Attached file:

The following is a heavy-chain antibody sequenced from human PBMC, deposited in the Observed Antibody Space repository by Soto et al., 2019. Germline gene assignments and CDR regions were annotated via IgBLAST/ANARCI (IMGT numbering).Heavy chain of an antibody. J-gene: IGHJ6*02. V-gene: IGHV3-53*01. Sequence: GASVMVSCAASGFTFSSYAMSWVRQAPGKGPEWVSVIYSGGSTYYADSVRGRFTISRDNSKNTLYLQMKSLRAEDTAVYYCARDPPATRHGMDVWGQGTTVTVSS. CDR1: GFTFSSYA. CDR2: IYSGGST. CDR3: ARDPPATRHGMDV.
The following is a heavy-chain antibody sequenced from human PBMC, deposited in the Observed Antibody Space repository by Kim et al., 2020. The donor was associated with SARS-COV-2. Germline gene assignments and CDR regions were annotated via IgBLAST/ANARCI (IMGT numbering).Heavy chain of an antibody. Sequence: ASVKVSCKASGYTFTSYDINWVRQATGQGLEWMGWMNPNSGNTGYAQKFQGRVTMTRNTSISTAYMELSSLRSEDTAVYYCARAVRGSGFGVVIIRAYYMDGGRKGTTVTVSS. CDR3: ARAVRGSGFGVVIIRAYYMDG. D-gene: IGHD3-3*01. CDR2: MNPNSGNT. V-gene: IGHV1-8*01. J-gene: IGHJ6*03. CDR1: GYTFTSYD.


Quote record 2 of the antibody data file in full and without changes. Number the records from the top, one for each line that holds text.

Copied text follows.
The following is a heavy-chain antibody sequenced from human PBMC, deposited in the Observed Antibody Space repository by Kim et al., 2020. The donor was associated with SARS-COV-2. Germline gene assignments and CDR regions were annotated via IgBLAST/ANARCI (IMGT numbering).Heavy chain of an antibody. Sequence: ASVKVSCKASGYTFTSYDINWVRQATGQGLEWMGWMNPNSGNTGYAQKFQGRVTMTRNTSISTAYMELSSLRSEDTAVYYCARAVRGSGFGVVIIRAYYMDGGRKGTTVTVSS. CDR3: ARAVRGSGFGVVIIRAYYMDG. D-gene: IGHD3-3*01. CDR2: MNPNSGNT. V-gene: IGHV1-8*01. J-gene: IGHJ6*03. CDR1: GYTFTSYD.